Rainier Maria Rilke, Letters to a Young Poet

Trying to Fly: Giving Up What Weighs Me Down

Pain woke me in the middle of the night. It flattened me to the mattress. I lay still, certain that if I moved, my head would not move with me. It would simply snap from my neck, a lead weight of agony too heavy for my body to support. I’m not given to migraines, but this headache, so intense the nausea began in my toes and roiled through my limbs, was something organic, alive, beyond the reach of medication or meditation. I barely slept, and at four a.m. I gave myself up to the inevitable.

   As soon as I opened the front door to unhitch a hanging plant whirling in the sudden wind, I knew. Overnight, the gray silk of Autumn had slipped in, running cool fingers through Summer’s sun-bleached hair before gently pushing her away. Now Autumn sat heavy, pregnant with rain, aching to release the new season from her throbbing uterus. In her angst to be next, to be now, this Bitch of Barometric Pressure had a white-knuckle grip around my brain.

 

I knew from whence this pain emanated. A change of weather so fast, the shift of seasons so acute, my body clenched and strained. But as I moved gingerly, trying to avoid a further disturbance of my universe, I felt another weight bearing down, more insidious, but no less frantic. The pressure in my head was emblematic of the pressure in my soul, and as the season shifted, as a summer of dreams gave way to an autumn of industry, I knew the only way to relieve the burden was to make a decision.

 

I’m not a ditherer by nature. I tend to make decisions quickly and be done with them. That doesn’t mean I won’t carry my doubts around, worrying over them like a stray thread that won’t break off, but in the moment I just do the thing and move on.

 

A few weeks before, an essay dropped into my life—from where, I no longer remember—and forced me to face a doubt I’d been ignoring, a dissonance I’d plugged my ears against, not wanting to admit that I’d made an error of judgment. Here it is: Are You Empowered By Being Here? Rather new age-y, but I’m a bit new age-y myself, all give things up to the universe and listen to the voice inside. You know that about me.

 

The author, Jamie Khoo, posits that by determining where you stand on the following two points, “… you’ll know exactly whether you’re being empowered or dis-empowered where you are; and whether you should stay or leave.”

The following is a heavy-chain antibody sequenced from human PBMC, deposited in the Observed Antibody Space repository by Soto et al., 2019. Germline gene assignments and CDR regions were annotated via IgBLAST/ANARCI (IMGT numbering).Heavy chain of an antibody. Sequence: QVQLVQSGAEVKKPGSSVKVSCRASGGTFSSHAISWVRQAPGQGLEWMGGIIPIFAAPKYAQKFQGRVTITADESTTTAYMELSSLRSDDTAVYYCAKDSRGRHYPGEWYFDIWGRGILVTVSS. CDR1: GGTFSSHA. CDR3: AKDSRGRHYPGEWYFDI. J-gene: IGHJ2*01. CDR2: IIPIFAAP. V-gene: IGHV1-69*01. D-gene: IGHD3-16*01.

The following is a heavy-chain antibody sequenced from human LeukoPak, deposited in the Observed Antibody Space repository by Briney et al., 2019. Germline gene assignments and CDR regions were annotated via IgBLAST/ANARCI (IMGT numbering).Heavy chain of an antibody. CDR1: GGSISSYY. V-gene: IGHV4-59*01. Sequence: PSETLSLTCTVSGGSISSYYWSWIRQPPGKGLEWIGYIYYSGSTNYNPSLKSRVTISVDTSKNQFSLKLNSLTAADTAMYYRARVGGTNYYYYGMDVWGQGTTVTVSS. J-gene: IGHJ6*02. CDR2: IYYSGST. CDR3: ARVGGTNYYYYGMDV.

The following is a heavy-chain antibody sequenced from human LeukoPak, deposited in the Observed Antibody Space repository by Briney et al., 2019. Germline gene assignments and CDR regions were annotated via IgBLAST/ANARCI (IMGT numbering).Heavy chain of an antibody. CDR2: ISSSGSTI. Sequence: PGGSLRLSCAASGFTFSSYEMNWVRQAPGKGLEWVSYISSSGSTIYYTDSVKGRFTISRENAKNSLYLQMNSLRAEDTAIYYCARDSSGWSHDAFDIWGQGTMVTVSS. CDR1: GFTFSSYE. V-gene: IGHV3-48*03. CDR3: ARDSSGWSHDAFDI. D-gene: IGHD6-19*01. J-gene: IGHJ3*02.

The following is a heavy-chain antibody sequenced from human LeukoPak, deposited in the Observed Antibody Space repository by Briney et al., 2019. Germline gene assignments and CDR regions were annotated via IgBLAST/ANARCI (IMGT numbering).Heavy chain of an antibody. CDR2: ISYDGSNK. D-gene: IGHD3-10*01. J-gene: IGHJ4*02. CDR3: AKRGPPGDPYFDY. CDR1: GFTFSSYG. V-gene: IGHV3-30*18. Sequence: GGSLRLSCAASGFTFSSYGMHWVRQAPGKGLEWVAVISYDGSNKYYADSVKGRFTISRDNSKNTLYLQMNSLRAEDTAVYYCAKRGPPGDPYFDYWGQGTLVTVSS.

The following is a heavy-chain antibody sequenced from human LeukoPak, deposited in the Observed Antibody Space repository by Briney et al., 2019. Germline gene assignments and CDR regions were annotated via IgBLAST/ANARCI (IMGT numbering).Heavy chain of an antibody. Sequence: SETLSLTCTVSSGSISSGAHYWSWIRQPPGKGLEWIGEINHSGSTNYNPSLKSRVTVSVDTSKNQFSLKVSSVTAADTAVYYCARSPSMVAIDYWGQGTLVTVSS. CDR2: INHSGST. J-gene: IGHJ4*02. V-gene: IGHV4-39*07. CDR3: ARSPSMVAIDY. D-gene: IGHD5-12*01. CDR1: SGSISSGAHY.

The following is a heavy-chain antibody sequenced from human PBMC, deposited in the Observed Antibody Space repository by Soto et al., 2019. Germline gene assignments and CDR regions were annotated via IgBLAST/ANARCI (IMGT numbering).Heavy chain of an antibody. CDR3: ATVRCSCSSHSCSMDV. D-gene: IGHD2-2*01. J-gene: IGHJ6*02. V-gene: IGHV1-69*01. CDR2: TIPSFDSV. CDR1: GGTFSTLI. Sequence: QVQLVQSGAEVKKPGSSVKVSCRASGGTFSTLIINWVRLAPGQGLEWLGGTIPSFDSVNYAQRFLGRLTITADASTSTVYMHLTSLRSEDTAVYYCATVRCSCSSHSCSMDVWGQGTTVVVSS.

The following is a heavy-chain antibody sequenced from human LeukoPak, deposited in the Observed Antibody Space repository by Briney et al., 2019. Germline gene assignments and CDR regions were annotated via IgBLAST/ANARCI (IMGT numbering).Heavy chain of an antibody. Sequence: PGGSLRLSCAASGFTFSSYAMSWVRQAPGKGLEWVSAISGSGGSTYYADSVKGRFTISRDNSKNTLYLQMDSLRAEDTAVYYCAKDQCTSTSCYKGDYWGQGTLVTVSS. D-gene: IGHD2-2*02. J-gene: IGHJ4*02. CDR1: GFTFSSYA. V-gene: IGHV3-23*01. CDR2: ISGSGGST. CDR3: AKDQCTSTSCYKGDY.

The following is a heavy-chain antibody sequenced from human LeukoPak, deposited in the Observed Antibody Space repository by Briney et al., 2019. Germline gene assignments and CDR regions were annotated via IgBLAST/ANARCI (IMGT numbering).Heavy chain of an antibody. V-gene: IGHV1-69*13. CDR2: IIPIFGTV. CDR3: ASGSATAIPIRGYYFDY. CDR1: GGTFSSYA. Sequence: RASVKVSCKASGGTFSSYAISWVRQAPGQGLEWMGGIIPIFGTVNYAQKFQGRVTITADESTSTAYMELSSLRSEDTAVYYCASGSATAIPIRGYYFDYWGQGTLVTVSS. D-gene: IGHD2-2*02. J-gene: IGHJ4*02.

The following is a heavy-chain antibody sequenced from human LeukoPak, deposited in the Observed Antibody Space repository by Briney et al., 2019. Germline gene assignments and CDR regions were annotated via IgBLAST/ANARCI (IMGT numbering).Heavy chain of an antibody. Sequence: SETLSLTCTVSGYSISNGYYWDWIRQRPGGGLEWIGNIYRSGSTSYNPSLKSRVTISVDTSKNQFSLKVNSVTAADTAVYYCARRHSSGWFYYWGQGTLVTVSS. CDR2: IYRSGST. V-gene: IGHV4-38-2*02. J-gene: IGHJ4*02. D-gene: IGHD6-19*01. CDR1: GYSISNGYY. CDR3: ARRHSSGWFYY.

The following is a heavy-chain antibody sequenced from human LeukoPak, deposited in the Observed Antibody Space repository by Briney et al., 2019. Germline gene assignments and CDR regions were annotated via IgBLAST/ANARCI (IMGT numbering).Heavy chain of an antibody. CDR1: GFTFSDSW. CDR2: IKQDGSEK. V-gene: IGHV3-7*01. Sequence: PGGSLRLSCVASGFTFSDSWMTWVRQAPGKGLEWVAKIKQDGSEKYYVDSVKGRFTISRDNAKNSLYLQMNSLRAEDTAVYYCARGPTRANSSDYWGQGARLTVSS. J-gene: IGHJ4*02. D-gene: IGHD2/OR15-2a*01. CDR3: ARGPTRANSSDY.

Are you: Becoming More or Less of You

Do you: Realize Who Owns You

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Northwest Autumn © Julie Christine Johnson 2014

 

I knew the answer to the essential question—Are You Empowered By Being Here?—was ‘No.’ I had allowed myself to diminish, I had allowed a situation to own my time, energy, space, and thoughts. After coming to such a tremendous epiphany in February while reading Susan Cain’s Quiet: The Power of Introverts in a World That Can’t Stop Talking, I had placed myself in something that simply wasn’t me. That contradicted everything that makes me function in peace and productivity. How embarrassing.

 

Yet, I had set aside my doubts and talked myself out of action, certain my anxiety was misplaced because I wanted so badly to believe I could make it work.

 

Until the morning I awoke wanting to sever my head from my body to end the vice-grip on my skull.

 

I went for a swim, easing into the tepid water, allowing it to take my weight. In the hour that I moved back and forth, crawling and stroking, I practiced my exit. I willed myself not to excuse or explain, as is my custom, but to release myself with grace. And then I returned home and did the thing that needed to be done.

 

As I sat trembling, waiting for the hammer of doom, I heard the sound of water rushing at my windows, smelled the petrichor as the earth broke its summer fever and sweated in relief. The first rain in weeks, the first downpour in months, the pregnant sky birthing the equinox.

 

The morning after I closed that door, the strangest little thing happened. A friend of a friend from another life contacted me and said, please come and let me teach you. I have seen what you can do and I want you to do more. Let me teach you.